Canadian Plastics

Landmark legal decision in China protects Lego against copiers

Canadian Plastics   

Canadian Plastics

Plastic toy manufacturer Lego Co. recently won an important court case in China that could open the door for compan...

Plastic toy manufacturer Lego Co. recently won an important court case in China that could open the door for companies to protect themselves against unauthorized product copies.
This landmark case is the first time that the Chinese legal system has delivered a judgement that confirms protection of industrial design/applied art. In addition, according to Lego, the judgement makes it clear that it is possible to register design protection and simultaneously obtain copyright protection in the Chinese courts.
In 1999, Lego instigate legal proceedings against a Chinese company for having copied Lego elements. Two courts have now ruled that copyright exists, and has been infringed by some of the elements in question. The guilty party has been ordered to turn over the relevant molding equipment so it can be destroyed.
Lego also took action to protect its brand at the Hong Kong Toys & Games Fair in early January. Threatening court action, employees from Lego Co.’s legal department and Lego Hong Kong forced many dealers at the fair to remove copies of Lego products from their shelves.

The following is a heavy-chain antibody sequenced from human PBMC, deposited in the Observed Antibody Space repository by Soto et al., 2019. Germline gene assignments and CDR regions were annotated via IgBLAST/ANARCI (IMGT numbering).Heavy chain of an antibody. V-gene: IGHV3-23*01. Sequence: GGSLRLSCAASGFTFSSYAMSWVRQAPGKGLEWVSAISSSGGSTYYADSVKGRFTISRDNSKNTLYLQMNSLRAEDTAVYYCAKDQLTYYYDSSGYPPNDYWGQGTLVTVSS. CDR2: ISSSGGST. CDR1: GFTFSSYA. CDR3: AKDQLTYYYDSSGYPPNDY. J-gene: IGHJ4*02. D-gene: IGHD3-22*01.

Henrik G. Jacobsen, one of the company’s legal experts, described the scene: “We found blatant imitations or our products at 12 stands and a total of almost 100 products were removed. At one particular stand no fewer than 55 products were taken off the exhibitor’s shelves.”
Jacobsen reports that in general the product copying seemed to be well organized; only in a handful of cases were the dealers not fully aware they were infringing on trademark legislation and copyright.
According to Jacobsen, “The past six months has seen a huge growth in the copy products, in particular from Asia. Our success with our Lego Harry Potter series immediately produced many Harry Potter imitation products.”
Th piracy issue is not limited to toys. The International Intellectual Property Alliance, comprised of six U.S. trade associations, estimates the value of U.S. trade losses due to copyright piracy in China is US$1.9 billion. The IIPA estimates focus on motion pictures, music, software and books.


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